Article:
A Remnant of War
One evening an old couple came into the shop carrying an instrument. It was old, damaged, and without varnish or coloring of any kind. Upon laying my eyes on it, I instantly knew there was more to it than what meets the eye. The polite couple explained this instrument was from Germany, a remnant of WWII. A 95-year old man from Germany brought it with him to the States and upon his recent passing away bequeathed the instrument onto the couple. Curious about it's past, they hoped I would be able to shed some light on the story of this relic. I was very honored and humble to have their trust placed in me, a stranger, and peer into the memory of this instrument.
I thoroughly examined the instrument hoping to find clues which would help me piece together it's origin. Besides the lack of varnish, it also had several cracks, no doubt from the effects of war and transferring it. However must notably, was a cleanly shaven piece on the backboard. It was too perfectly cut to be an accident, and looked to be from a chisel. I gathered these finding and told the couple my theory.
This violinmaker was right in the middle of creating this piece when the war hit. Perhaps due to an invasion or migration effort they had to quickly leave their home, only able to bring with them the necessities for living and perhaps a few completed instruments. In frustration of not being able to complete this instrument, the violinmaker used a chisel to vent his anger and shaved off a piece of the wood before fleeing from home.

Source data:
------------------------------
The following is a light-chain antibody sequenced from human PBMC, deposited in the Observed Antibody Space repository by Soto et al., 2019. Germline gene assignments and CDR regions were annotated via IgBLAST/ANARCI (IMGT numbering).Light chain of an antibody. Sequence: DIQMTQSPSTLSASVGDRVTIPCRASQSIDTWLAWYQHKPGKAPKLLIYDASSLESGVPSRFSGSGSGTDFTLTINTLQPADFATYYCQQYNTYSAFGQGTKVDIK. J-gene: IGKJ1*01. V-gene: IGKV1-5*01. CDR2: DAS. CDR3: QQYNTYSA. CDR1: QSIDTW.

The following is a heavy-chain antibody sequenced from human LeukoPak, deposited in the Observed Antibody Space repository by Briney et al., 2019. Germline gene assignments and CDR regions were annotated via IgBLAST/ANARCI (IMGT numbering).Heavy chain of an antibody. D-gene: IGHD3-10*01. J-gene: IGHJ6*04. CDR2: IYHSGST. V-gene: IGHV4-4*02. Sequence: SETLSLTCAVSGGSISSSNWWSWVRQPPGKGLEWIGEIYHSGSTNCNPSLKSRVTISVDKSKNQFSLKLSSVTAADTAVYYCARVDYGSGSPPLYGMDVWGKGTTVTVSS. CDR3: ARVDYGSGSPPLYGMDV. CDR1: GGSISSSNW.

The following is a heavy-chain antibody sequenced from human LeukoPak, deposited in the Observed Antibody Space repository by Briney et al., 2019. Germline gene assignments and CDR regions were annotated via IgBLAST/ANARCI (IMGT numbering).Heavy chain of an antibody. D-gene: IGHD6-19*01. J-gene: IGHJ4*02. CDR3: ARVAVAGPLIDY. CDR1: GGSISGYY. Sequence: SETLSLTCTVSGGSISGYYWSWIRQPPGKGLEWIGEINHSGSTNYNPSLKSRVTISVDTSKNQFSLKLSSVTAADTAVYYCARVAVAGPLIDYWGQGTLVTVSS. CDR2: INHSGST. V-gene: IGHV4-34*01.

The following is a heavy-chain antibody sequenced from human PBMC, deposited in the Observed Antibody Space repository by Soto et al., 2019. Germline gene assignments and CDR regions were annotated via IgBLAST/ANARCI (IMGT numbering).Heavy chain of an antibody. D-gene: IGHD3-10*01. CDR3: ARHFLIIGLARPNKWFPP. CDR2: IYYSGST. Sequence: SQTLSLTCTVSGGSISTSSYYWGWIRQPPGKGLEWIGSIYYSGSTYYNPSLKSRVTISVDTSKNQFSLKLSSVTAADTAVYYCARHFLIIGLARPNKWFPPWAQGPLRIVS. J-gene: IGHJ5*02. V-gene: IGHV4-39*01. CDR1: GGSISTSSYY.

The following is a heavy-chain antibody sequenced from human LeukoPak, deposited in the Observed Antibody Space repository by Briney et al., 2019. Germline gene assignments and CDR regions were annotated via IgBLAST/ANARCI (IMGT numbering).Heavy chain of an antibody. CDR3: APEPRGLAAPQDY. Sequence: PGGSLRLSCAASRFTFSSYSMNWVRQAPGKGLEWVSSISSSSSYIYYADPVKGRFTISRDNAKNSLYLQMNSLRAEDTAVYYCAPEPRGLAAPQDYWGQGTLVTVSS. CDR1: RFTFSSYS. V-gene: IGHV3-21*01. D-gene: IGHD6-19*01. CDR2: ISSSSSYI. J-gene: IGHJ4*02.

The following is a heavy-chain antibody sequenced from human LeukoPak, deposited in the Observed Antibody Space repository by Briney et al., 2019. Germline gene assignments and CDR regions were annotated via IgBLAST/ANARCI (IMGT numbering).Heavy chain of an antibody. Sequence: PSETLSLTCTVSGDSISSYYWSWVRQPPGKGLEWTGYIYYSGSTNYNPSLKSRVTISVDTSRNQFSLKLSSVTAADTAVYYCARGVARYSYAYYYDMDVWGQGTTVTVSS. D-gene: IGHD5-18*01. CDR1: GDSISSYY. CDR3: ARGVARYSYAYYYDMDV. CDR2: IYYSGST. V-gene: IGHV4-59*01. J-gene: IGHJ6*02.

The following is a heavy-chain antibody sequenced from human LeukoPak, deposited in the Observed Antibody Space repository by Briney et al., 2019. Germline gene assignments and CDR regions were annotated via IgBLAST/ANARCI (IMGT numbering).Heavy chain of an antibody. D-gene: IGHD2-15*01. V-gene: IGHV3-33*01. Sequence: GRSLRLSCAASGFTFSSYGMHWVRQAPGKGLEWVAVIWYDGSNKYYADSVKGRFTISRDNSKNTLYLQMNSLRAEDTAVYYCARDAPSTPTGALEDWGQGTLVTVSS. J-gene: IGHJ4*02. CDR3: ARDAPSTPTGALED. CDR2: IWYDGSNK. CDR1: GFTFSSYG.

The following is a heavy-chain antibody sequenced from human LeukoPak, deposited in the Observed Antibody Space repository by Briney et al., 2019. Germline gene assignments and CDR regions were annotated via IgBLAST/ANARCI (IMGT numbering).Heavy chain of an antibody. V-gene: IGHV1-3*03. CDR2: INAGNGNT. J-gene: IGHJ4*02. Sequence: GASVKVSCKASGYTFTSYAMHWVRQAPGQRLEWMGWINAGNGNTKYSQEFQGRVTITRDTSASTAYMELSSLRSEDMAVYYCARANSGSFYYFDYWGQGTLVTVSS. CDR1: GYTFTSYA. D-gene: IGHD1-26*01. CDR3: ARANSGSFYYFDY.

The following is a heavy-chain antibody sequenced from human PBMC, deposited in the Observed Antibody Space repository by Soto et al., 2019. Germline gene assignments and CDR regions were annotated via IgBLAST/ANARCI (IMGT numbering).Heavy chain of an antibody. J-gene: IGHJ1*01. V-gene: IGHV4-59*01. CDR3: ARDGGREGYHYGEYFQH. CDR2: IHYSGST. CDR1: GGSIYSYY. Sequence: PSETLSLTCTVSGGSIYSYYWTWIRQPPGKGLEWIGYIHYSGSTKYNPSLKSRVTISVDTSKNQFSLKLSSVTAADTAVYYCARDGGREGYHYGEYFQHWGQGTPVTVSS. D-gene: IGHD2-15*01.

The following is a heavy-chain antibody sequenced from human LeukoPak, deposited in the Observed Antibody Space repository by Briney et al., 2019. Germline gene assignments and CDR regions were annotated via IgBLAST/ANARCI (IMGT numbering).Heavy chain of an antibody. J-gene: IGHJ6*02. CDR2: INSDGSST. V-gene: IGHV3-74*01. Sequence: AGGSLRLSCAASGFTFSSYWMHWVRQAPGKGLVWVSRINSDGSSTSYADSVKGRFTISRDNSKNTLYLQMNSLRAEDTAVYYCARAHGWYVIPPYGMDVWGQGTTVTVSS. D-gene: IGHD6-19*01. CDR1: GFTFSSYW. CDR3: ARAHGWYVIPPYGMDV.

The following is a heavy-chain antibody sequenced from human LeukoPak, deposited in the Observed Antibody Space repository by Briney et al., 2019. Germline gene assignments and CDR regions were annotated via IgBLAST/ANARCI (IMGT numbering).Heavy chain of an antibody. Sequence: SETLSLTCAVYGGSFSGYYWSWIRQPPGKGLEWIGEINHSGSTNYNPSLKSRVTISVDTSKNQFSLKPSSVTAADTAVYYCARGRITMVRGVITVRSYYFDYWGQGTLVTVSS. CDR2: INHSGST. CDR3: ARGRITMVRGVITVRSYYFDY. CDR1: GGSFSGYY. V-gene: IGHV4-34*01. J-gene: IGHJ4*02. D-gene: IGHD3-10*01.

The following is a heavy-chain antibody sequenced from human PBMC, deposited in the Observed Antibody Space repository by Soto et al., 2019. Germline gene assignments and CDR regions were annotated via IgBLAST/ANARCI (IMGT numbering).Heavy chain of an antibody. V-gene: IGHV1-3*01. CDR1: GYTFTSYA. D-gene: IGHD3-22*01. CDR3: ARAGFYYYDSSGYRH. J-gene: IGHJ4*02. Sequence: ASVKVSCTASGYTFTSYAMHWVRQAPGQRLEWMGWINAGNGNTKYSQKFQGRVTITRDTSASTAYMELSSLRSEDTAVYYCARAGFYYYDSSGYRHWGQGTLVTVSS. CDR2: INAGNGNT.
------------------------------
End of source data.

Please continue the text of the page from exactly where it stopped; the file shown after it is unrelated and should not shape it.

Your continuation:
The couple were delighted to hear this explanation and left the instrument in my care to be repaired.
I meticulously fixed and patched every crack and missing piece. We furnished the instrument using the high quality German pegs, fingerboard, chinrest, and decorated it with Austrian Strings and a French Bridge.
After a few months, this instrument was reborn. In the first time of it's 80 years of life, this memorandum of the past, a remnant of war, gave it's first and beautiful cry of life.